Does the original series hold up on rewatch? Are there things that made you cringe or made you excited to remember doing? The things that made me really excited to see were the friendships. These women’s friendships were so potent and joyful. And that was really the broader appeal of the show — the L stood for “love” as well as “lesbians.”
When you think back on the experience of filming it, what’s the first memory that pops into your mind? I just start laughing. The minute you asked me that question, I just started smiling. We just laughed so hard. Especially when all of us were together at the Planet, I really always felt for the director, because it’d be like wrangling cats. We always had a terrific time. We had a very supportive crew up in Vancouver and fantastic directors who by and large were independent filmmakers encouraged to bring their own vision to the show, unlike many TV shows, where they’re a gun for hire. And it was a joy.
Who have you kept in touch with over the years? Certainly I’ve kept in touch with Kate and Leisha, and we’ve talked quite a bit, obviously, about bringing the show back. Once we found out that the show was being talked about pretty consistently on social media, we realized there’s an appetite. When we went off the air was right when Twitter was starting. I remember Kara Swisher telling me, “There’s this thing called Twitter and you’re really gonna want to get on it, it’s 180 characters …” And I was like, “This sounds insane. Why would I do that? It doesn’t make any sense. Why wouldn’t I send somebody an email?”[Laughs.] But woe to the person who disregards Kara Swisher’s advice.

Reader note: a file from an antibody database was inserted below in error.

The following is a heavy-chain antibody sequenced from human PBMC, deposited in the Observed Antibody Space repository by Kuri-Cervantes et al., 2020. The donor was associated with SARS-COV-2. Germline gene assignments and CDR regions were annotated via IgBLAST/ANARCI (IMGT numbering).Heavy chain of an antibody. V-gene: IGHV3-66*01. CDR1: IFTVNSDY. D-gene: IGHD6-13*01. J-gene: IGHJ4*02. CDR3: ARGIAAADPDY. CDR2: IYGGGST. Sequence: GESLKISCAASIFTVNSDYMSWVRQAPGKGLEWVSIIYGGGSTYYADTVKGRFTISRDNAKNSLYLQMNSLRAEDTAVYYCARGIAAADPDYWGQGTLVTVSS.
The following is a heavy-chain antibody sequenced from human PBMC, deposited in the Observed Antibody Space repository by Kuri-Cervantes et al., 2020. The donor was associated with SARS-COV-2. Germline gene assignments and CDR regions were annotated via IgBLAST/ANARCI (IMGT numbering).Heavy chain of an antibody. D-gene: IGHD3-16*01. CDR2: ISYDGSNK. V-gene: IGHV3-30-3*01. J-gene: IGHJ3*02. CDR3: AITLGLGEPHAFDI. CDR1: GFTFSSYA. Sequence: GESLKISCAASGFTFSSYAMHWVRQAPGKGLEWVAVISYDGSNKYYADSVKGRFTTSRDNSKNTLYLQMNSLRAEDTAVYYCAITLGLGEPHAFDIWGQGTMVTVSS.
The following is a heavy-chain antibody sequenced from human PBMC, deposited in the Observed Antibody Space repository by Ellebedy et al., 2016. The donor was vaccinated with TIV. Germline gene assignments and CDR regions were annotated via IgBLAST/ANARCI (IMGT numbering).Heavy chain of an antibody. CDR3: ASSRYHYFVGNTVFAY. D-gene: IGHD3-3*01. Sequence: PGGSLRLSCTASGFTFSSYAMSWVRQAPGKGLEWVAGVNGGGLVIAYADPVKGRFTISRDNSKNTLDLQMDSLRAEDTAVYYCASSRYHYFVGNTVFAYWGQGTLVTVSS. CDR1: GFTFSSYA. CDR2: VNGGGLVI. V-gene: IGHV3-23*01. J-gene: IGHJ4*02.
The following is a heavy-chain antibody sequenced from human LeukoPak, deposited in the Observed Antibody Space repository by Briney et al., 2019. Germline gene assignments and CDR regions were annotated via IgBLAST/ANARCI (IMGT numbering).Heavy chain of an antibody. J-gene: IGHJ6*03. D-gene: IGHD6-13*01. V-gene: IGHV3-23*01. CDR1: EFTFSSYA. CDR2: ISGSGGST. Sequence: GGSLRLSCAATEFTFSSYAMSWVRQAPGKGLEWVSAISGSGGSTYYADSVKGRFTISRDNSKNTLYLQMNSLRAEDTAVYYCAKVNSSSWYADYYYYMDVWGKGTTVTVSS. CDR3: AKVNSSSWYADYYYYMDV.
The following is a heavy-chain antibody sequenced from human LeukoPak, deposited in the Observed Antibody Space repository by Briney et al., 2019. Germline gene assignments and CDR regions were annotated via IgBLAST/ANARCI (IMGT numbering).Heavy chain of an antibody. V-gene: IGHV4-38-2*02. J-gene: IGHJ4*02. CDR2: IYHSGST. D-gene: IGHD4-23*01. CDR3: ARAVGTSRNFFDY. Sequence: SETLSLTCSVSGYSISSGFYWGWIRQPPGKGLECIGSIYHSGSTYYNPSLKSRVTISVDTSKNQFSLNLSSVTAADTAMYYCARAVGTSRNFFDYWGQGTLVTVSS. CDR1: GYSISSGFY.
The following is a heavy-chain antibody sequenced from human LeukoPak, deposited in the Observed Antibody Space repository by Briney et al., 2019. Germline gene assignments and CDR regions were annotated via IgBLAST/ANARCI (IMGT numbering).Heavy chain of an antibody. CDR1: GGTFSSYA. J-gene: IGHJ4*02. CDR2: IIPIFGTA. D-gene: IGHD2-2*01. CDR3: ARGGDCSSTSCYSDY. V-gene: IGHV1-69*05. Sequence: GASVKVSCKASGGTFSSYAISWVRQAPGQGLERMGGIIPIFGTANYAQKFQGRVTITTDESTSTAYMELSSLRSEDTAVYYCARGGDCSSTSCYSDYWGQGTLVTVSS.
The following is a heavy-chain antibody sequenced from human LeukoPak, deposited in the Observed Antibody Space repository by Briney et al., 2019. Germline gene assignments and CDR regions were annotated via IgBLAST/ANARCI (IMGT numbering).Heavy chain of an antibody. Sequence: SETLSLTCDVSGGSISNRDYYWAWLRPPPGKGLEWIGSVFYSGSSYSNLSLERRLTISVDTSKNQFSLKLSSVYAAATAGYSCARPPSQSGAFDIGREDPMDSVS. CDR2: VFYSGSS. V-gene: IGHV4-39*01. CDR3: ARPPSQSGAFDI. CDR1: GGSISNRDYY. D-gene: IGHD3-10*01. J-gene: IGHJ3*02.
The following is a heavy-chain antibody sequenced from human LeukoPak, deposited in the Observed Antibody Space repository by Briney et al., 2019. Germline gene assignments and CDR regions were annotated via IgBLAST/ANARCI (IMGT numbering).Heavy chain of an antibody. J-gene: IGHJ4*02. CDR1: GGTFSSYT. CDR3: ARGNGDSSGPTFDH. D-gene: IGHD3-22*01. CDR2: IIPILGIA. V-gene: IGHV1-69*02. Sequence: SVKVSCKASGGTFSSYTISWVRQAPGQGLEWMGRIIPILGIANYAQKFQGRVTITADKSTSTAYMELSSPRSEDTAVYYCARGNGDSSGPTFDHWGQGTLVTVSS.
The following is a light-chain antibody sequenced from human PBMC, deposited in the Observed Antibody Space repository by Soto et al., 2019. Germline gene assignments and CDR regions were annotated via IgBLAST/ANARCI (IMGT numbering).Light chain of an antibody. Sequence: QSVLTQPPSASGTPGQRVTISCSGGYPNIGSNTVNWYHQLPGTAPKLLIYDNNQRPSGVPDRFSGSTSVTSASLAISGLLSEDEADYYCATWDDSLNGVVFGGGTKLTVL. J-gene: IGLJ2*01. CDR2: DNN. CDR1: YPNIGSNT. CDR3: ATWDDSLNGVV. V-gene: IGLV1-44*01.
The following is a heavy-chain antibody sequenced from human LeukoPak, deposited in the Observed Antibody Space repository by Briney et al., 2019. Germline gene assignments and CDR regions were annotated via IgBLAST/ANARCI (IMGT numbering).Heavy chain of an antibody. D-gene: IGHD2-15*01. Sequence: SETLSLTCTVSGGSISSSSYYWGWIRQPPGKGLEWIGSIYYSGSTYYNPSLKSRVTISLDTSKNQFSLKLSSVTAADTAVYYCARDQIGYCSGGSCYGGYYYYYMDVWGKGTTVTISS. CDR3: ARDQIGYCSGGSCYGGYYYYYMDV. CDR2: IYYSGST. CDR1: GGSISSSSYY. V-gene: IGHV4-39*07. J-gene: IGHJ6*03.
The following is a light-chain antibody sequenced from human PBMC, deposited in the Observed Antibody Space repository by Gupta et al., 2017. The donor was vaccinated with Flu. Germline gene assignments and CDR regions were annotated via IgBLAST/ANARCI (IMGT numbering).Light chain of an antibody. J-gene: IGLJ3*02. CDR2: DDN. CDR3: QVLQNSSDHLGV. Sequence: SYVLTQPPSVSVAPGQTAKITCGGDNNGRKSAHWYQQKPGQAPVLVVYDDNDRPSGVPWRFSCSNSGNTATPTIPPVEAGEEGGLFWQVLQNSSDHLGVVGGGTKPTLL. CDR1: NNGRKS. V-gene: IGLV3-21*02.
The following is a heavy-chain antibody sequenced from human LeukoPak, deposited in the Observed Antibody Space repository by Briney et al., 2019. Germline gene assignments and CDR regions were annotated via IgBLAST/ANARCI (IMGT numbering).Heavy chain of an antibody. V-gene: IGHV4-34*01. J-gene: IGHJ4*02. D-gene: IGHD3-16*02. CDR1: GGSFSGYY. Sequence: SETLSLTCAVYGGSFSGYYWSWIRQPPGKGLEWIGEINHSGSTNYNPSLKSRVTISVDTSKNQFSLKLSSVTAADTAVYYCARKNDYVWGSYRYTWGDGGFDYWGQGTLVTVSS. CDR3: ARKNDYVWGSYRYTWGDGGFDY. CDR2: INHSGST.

This is a big question, but how did the show change your life? Oh my gosh. In so many ways. First and foremost, it brought into my life a group of friends who are like family to me. Ilene, Kate, and Leisha are really like my family. It also introduced me to a group of activists who never cease to amaze me with their intelligence and dedication. Up until that time, I was really like a hermit. It’s not easy, necessarily, for me to be in a group of people that I don’t know, much less standing up and speaking out for certain things that I believe in. By virtue of being in proximity to these extraordinary people, they’ve helped me find my voice.
What’s an example of how you’ve been encouraged to use your voice? When the protests were happening with the water protectors at Standing Rock, I went down there twice. The second time I went down there, they were throwing everybody off of the site and threatening to shut down the camp. I said to my husband, “I have to go there, because I have to make it so there’s one more body that they have to deal with. And one more body who has a little bit of a platform.” So I got on a plane and went. I don’t know that I could’ve done that without [the L Word community]. I hadn’t seen that modeled in my own life.
To get back to The L Word: What frustrates you the most about Bette as a character, and what do you love most about her? Oh my God. I mean, sometimes she just doesn’t learn the lesson. It’s incredible. It’s like, she’s on this never-ending wheel, like a hamster. [Laughs.] She just keeps repeating the same mistakes over and over again. What I love about her is that she’s actually very big-hearted and unapologetic about her agency and her will.